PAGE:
Corporate Leadership is Driving a New Level of Community Involvement
Christmas decorations cheering up retail outlets, supermarkets and business offices aren’t the only signs that the year is winding down. Gentle nudges from non-profits to make our 2021 tax-deductible donations are another indicator.
Good cheer and charity, of course, aren’t restricted to December. And in the case of latter, an increasing number of corporate executives are making giving back to their community an integrated, year-round part of their company’s business model.
More and more executives are committing to robust philanthropic programs. They are directing their companies to contribute to local communities beyond just providing secure employment for members of their community, paying their share of taxes, and generating profits through the creation of goods and services.
Of course, as 2021 winds to a close, the urgency to do more is undeniable. Coming off nearly two years in which hundreds of thousands of Americans lost their lives, the need to support healthcare providers and research institutions is staggering. But the pandemic also put many non-profit institutions on life support – or put them out of business. Arts and cultural organizations that closed their doors for quarantine never reopened them. Many educational, religious or other vital non-profits have been similarly threatened.
Beyond the impact of the pandemic on non-profits, underscoring the importance of corporate philanthropy, the time has come for corporate executives to begin retooling their organizational mission to include activistic philanthropy.
It is not a new idea. In 2007, Salesforce founder Marc Benioff and co-author Caryle Adler published The Business of Changing the World, Twenty Great Leaders on Strategic Corporate Philanthropy. Among those who contributed were Dell’s Michael S. Dell and Kevin B. Rollins, writing on “The Return of Leading Responsibly,” Laura Scher of Working Assets on “Consumerism with a Conscience,” and AOL cofounder Steve Case on “A Hybrid Approach to Business and Philanthropy.”
Case, especially, really nailed it.
“Too many people,” his article began, “act as if the private sector and the social sector should operate on different axes, with one all about maximizing profits and the other all about maximizing social impact. A better approach is to integrate these missions.”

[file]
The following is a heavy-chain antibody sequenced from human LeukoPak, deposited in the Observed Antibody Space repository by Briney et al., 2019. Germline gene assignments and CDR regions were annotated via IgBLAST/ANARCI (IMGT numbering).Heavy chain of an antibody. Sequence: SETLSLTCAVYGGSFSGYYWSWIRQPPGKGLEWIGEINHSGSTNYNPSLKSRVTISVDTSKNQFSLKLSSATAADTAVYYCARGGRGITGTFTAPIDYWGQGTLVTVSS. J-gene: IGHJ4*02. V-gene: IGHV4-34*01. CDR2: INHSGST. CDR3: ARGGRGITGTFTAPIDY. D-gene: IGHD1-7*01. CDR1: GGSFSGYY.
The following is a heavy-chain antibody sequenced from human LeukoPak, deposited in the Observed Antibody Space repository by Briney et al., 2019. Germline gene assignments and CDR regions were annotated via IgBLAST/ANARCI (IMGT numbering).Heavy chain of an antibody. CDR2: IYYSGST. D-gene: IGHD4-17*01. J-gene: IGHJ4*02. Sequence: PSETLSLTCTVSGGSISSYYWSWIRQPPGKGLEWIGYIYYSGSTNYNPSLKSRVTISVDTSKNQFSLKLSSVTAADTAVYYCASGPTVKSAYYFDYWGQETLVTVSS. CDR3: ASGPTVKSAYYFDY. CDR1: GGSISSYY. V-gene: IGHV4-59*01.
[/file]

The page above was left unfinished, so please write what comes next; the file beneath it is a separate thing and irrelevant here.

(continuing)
There are many ways that philanthropy can energize rather than obligate a workforce. They range from corporate sponsorship programs to the increasing use of Volunteer Time Off (VOT) in benefits packages. VOT adds days out of the office, at full compensation, if the employee uses that time to help some local organization. It is a win-win-win: for the employee and the charity as well the company.
In 2019 the Young Professionals Organization took interest in this issue and sent a Global Leadership Survey to 27,000 chief executive members in 130 countries.
Ninety-three percent of the 2,200 respondents affirmed that business should have “a positive impact on society beyond pursuing profits and wealth.” This represents “a departure for most of these CEOs from previously held views.” Seventy-five percent acknowledged their perspective and engagement in advancing the broadening of their corporate mission to serve business and society, “has changed over the past five years.”
In his Introduction to The Business of Changing the World, Benioff recalls how, as an Oracle executive in 1997, he was tapped by CEO Larry Ellison to help start the company’s first major philanthropic initiative. Ellison had been inspired by Colin Powell’s announcement of the launch of America’s Promise program, which in part challenged Americans to make a greater commitment to our youth.
Oracle’s response was to launch a program to get computers into underserved schools, and Benioff would spend “half of my time in management meetings and the other half at schools in south-central Los Angeles, Washington, DC, Northern Ireland, and Israel.”
The company placed thousands of computers in hundreds of schools worldwide, catching Oprah Winfrey’s attention and earning Larry a shout out on her program.
And yet, Benioff writes, “Our small team felt as if the effort fell short of leveraging Oracle’s full philanthropic potential.”
It’s a story that both inspires and cautions us: Be prepared. There is a great deal to be done, and it may seem overwhelming. But those are all opportunities to be rewarded in ways that may help a life, probably last a lifetime, and certainly be enriching.